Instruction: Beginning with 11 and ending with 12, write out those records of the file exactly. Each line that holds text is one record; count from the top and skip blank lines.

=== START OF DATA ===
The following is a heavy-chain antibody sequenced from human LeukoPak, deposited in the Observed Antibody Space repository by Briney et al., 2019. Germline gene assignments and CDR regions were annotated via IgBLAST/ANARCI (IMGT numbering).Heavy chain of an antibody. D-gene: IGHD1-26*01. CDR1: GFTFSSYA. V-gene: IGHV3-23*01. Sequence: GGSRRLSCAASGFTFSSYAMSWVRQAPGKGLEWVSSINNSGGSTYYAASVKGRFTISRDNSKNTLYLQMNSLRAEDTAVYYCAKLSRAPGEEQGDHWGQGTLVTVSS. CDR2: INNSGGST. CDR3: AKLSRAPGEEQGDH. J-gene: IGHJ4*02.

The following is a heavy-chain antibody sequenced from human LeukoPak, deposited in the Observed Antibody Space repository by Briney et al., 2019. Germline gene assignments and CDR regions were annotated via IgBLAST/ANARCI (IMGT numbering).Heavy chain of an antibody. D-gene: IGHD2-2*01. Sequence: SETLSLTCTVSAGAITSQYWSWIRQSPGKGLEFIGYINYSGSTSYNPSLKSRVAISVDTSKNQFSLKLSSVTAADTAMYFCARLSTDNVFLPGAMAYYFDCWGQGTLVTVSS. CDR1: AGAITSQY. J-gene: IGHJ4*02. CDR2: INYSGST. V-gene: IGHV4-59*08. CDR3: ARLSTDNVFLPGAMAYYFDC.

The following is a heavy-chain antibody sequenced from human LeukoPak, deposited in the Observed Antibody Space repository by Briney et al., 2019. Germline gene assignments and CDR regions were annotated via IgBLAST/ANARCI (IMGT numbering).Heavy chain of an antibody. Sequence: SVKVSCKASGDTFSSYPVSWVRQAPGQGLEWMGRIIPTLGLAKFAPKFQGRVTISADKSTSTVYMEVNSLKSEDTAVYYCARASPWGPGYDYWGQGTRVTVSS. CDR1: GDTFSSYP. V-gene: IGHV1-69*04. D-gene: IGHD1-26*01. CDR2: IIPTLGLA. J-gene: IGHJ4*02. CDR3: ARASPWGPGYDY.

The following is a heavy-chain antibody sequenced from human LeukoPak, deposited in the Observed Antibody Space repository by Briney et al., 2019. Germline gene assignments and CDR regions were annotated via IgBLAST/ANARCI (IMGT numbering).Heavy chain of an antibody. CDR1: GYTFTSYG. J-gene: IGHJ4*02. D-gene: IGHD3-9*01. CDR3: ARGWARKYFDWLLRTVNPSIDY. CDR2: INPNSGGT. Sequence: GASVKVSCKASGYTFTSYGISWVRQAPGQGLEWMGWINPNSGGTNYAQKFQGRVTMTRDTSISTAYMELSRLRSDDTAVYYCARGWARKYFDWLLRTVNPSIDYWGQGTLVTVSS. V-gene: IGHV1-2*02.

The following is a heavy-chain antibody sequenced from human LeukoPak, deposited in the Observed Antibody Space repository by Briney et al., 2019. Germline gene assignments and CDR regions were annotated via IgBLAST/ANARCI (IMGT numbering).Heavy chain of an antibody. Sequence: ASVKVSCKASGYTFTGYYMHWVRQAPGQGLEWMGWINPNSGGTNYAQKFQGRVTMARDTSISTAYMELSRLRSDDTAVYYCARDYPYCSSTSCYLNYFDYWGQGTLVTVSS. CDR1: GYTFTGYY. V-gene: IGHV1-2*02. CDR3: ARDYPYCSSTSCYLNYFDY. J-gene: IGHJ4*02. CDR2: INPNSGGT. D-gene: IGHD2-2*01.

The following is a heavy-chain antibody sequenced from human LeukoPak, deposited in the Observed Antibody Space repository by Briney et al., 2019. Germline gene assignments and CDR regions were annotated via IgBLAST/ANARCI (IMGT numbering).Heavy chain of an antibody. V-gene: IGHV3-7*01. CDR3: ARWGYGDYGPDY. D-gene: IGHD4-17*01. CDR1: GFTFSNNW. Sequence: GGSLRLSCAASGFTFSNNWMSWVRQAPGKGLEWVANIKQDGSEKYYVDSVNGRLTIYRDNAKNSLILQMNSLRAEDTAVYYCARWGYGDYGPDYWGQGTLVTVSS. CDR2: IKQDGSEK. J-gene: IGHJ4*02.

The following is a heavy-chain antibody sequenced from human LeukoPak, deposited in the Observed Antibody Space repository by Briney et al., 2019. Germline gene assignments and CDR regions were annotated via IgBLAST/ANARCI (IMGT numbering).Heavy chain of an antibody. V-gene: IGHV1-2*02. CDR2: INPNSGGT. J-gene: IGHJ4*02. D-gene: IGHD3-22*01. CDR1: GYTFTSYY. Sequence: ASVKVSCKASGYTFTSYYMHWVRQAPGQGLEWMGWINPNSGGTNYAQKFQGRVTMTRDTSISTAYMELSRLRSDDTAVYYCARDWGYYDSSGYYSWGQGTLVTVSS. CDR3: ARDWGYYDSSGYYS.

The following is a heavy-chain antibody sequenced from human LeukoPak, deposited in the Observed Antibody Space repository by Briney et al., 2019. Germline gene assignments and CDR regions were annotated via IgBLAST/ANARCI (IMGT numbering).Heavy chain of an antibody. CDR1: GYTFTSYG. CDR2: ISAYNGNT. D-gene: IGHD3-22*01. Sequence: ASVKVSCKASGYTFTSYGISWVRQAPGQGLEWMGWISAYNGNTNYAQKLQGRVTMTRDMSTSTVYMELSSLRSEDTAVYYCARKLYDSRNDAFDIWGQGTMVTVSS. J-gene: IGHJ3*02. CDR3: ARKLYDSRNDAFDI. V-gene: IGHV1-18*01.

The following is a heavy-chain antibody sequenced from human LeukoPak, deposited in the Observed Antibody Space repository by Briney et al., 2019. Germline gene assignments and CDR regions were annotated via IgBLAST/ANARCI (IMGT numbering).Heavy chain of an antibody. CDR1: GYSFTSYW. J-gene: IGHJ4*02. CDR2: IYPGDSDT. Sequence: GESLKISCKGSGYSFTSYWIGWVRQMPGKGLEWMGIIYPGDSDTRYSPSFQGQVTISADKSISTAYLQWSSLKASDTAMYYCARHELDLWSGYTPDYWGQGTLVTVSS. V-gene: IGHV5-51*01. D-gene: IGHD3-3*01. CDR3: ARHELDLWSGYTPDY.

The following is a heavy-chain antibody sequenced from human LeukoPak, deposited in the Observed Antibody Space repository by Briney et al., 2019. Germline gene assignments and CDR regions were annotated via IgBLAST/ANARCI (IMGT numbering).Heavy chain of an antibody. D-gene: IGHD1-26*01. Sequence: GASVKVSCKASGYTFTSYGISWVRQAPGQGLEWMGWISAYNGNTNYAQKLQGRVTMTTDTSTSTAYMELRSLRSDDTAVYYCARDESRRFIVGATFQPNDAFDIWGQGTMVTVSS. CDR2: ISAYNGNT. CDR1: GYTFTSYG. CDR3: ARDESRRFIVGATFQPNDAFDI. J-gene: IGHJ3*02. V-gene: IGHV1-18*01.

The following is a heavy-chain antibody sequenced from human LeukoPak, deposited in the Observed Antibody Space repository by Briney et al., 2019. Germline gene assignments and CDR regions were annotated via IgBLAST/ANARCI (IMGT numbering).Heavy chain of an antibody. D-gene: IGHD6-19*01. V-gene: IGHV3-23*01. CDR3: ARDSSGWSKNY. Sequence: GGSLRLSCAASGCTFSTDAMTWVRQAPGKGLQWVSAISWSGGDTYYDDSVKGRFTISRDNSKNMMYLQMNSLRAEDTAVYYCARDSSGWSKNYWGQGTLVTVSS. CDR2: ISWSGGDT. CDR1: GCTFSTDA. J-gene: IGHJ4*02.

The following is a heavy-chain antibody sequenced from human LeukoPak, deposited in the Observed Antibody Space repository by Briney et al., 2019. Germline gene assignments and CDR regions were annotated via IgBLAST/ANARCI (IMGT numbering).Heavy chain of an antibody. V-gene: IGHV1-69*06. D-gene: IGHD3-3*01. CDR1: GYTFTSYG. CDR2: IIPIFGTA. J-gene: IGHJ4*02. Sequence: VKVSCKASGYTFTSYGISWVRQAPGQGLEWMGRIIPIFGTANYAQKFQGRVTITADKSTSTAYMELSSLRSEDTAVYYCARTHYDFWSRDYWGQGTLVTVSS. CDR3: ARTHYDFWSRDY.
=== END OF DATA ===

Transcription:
The following is a heavy-chain antibody sequenced from human LeukoPak, deposited in the Observed Antibody Space repository by Briney et al., 2019. Germline gene assignments and CDR regions were annotated via IgBLAST/ANARCI (IMGT numbering).Heavy chain of an antibody. D-gene: IGHD6-19*01. V-gene: IGHV3-23*01. CDR3: ARDSSGWSKNY. Sequence: GGSLRLSCAASGCTFSTDAMTWVRQAPGKGLQWVSAISWSGGDTYYDDSVKGRFTISRDNSKNMMYLQMNSLRAEDTAVYYCARDSSGWSKNYWGQGTLVTVSS. CDR2: ISWSGGDT. CDR1: GCTFSTDA. J-gene: IGHJ4*02.

The following is a heavy-chain antibody sequenced from human LeukoPak, deposited in the Observed Antibody Space repository by Briney et al., 2019. Germline gene assignments and CDR regions were annotated via IgBLAST/ANARCI (IMGT numbering).Heavy chain of an antibody. V-gene: IGHV1-69*06. D-gene: IGHD3-3*01. CDR1: GYTFTSYG. CDR2: IIPIFGTA. J-gene: IGHJ4*02. Sequence: VKVSCKASGYTFTSYGISWVRQAPGQGLEWMGRIIPIFGTANYAQKFQGRVTITADKSTSTAYMELSSLRSEDTAVYYCARTHYDFWSRDYWGQGTLVTVSS. CDR3: ARTHYDFWSRDY.